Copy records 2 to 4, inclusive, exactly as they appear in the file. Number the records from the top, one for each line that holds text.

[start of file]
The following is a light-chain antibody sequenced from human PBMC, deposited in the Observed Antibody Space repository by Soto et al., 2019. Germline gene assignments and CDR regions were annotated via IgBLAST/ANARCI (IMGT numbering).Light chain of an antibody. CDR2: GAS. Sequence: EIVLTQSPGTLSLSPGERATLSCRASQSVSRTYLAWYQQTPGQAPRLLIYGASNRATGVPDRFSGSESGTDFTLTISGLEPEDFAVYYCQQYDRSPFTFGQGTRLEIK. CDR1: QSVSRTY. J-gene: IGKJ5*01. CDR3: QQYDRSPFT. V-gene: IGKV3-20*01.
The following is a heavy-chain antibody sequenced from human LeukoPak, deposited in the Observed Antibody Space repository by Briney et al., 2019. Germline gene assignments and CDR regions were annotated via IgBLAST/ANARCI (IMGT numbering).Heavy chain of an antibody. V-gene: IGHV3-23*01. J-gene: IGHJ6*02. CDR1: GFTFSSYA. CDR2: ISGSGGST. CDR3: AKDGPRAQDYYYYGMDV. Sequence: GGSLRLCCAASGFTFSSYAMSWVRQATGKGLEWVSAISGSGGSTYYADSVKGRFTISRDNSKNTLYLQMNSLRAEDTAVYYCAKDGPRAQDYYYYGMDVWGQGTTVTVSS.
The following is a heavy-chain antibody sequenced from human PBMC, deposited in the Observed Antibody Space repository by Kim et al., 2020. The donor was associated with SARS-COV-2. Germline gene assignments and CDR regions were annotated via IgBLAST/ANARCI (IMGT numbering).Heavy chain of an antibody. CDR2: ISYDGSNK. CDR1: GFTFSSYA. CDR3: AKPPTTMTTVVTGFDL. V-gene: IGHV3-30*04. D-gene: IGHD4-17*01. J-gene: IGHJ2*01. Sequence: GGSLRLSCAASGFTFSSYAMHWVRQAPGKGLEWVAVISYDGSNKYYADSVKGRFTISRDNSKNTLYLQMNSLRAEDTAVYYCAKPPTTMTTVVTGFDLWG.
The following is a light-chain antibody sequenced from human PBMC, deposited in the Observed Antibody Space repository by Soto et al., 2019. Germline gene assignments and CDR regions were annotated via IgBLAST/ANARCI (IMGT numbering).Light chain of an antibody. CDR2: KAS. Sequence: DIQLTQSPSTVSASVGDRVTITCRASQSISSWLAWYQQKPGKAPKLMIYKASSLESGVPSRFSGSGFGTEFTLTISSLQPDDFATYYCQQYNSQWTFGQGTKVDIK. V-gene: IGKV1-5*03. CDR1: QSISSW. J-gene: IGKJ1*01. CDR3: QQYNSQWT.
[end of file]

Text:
The following is a heavy-chain antibody sequenced from human LeukoPak, deposited in the Observed Antibody Space repository by Briney et al., 2019. Germline gene assignments and CDR regions were annotated via IgBLAST/ANARCI (IMGT numbering).Heavy chain of an antibody. V-gene: IGHV3-23*01. J-gene: IGHJ6*02. CDR1: GFTFSSYA. CDR2: ISGSGGST. CDR3: AKDGPRAQDYYYYGMDV. Sequence: GGSLRLCCAASGFTFSSYAMSWVRQATGKGLEWVSAISGSGGSTYYADSVKGRFTISRDNSKNTLYLQMNSLRAEDTAVYYCAKDGPRAQDYYYYGMDVWGQGTTVTVSS.
The following is a heavy-chain antibody sequenced from human PBMC, deposited in the Observed Antibody Space repository by Kim et al., 2020. The donor was associated with SARS-COV-2. Germline gene assignments and CDR regions were annotated via IgBLAST/ANARCI (IMGT numbering).Heavy chain of an antibody. CDR2: ISYDGSNK. CDR1: GFTFSSYA. CDR3: AKPPTTMTTVVTGFDL. V-gene: IGHV3-30*04. D-gene: IGHD4-17*01. J-gene: IGHJ2*01. Sequence: GGSLRLSCAASGFTFSSYAMHWVRQAPGKGLEWVAVISYDGSNKYYADSVKGRFTISRDNSKNTLYLQMNSLRAEDTAVYYCAKPPTTMTTVVTGFDLWG.
The following is a light-chain antibody sequenced from human PBMC, deposited in the Observed Antibody Space repository by Soto et al., 2019. Germline gene assignments and CDR regions were annotated via IgBLAST/ANARCI (IMGT numbering).Light chain of an antibody. CDR2: KAS. Sequence: DIQLTQSPSTVSASVGDRVTITCRASQSISSWLAWYQQKPGKAPKLMIYKASSLESGVPSRFSGSGFGTEFTLTISSLQPDDFATYYCQQYNSQWTFGQGTKVDIK. V-gene: IGKV1-5*03. CDR1: QSISSW. J-gene: IGKJ1*01. CDR3: QQYNSQWT.